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Big Words Don’t Make You Seem Smart

I’m very sorry sir but that particular extension is down at the moment, do you mind if I place you on hold while I locate a representative who can provide further assistance to you today?

This is what the heavily accented woman tried to say. I don’t think many of the words are typical to her dialect except in these exact phrases. What came out was a beautiful Tennessee twang with a mouthful of bubblegum but nothing as clear as the following:

that agent is not there, I’ll find another. Would you wait a moment?

I find the same thing at airports:

Good afternoon, American Airlines would like your attention in the concourse for important information about American Airlines Flight number 471 with service today from London Heathrow to San Francisco California. We’d like to continue boarding by rows, and ask anyone holding a boarding pass and seated in rows 40 and higher to approach the gate agent…

This long phrase is rattled off without thinking by gate agents; looking around, you see other agents from other airlines patiently waiting for this lengthy announcement to finish before inhaling deeply and dishing out their own Shakespearean soliloquy.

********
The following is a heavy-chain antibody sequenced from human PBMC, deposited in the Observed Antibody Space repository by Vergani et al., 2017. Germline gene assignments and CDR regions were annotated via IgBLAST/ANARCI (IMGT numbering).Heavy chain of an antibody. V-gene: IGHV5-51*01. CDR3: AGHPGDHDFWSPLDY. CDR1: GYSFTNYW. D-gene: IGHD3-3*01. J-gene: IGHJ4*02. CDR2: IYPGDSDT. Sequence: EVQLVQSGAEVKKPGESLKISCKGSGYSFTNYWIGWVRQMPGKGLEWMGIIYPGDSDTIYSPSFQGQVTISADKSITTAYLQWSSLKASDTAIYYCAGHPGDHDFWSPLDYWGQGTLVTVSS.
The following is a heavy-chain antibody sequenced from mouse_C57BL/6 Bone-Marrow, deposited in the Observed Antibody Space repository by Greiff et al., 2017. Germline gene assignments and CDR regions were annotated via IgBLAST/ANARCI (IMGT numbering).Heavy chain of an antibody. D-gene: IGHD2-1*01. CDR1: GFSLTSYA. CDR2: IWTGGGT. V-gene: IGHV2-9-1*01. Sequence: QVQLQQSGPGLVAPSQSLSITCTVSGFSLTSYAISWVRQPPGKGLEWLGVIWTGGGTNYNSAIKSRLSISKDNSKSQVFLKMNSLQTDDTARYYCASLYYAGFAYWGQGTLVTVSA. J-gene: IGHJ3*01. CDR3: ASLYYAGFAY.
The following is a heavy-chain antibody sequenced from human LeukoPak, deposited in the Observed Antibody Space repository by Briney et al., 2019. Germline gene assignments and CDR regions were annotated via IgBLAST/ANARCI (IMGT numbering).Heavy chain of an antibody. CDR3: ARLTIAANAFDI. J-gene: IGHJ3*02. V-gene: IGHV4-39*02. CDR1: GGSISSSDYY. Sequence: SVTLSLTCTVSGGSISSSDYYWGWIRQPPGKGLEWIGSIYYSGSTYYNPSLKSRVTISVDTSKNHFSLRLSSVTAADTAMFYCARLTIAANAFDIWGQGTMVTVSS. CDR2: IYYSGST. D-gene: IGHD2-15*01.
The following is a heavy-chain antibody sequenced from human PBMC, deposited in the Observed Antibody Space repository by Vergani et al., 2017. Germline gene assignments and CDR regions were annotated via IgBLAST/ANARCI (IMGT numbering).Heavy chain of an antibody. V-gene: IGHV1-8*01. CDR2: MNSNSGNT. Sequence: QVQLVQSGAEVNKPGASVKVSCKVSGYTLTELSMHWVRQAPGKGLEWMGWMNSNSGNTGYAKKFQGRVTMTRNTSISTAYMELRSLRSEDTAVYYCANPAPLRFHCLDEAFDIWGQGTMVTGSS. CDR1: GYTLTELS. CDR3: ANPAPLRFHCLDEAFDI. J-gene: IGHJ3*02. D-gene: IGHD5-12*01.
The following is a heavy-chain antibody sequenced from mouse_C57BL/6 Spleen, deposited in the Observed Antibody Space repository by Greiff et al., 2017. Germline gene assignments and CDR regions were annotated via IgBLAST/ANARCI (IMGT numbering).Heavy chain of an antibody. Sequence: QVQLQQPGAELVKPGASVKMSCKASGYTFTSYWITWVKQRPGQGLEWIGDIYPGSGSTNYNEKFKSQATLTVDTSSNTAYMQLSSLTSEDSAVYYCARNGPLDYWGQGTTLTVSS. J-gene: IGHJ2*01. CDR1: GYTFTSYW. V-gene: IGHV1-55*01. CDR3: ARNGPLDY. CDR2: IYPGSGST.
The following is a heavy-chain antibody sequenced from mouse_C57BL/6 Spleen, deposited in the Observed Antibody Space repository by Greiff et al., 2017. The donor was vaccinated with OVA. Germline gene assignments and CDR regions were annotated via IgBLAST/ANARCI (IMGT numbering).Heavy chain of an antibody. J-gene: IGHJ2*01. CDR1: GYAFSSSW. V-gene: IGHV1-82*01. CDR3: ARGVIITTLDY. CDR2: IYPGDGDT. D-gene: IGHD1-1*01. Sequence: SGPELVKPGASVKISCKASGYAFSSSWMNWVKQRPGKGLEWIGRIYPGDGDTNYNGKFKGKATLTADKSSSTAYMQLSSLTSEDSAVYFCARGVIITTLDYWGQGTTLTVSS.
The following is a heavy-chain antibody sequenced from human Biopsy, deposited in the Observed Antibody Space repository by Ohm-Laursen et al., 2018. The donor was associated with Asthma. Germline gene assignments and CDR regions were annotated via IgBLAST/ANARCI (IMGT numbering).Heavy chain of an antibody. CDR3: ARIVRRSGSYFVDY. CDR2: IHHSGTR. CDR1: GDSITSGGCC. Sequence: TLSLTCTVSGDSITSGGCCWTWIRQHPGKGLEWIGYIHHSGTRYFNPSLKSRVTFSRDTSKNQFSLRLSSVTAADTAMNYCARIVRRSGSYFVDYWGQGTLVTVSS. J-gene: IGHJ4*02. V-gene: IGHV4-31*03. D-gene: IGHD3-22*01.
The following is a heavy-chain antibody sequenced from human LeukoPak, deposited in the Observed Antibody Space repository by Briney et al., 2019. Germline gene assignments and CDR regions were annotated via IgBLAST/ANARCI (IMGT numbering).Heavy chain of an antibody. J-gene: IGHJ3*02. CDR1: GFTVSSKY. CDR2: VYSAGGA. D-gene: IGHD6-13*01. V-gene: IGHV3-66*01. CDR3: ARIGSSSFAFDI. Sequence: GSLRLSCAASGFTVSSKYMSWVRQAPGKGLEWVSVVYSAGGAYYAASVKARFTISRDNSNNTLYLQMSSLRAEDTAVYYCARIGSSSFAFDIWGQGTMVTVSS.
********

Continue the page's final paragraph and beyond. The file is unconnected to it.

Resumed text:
Seriously, it’s bad enough with accents in your own language (and some english is barely that) but worse if you’re a foreigner trying hard to hear the details you need to board the plane.

American 471 San Francisco at gate 57 boarding rows 40 and higher

All six people in the entire airport who may be offended by this coarse, direct speech can fly another 50 flights before rendering an opinion. Seriously.

Consider how people who have learned only a little english speak: “I want eat dinner” or “this taxi go Eiffel tower, yes?” See how there are no silly fluffy filler words, yet the meaning is understood? See how there’s no extra words to confuse things? See how it’s so brief, it’s basically punctuation and key words.

Key words.

When they’re most of the content, they stand out even more.

That’s like more signal/meaning within the noise of blah blah blah announcements.

On a similar note, I met an elderly couple who had never flown. I had to help them with seatbelts: I sat beside them, heard the same ridiculously complex announcement, their grasp of the english language left them unsure of what to do. They probably would have preferred a more direct speech within the airport as well.

Be direct, be clear, be brief. Get the point across, and use words you’ve used before. Talk slowly when addressing the very elderly and the addle-brained — the rest of us are aging as you Soliloquize the blah blah parts. You done yet?

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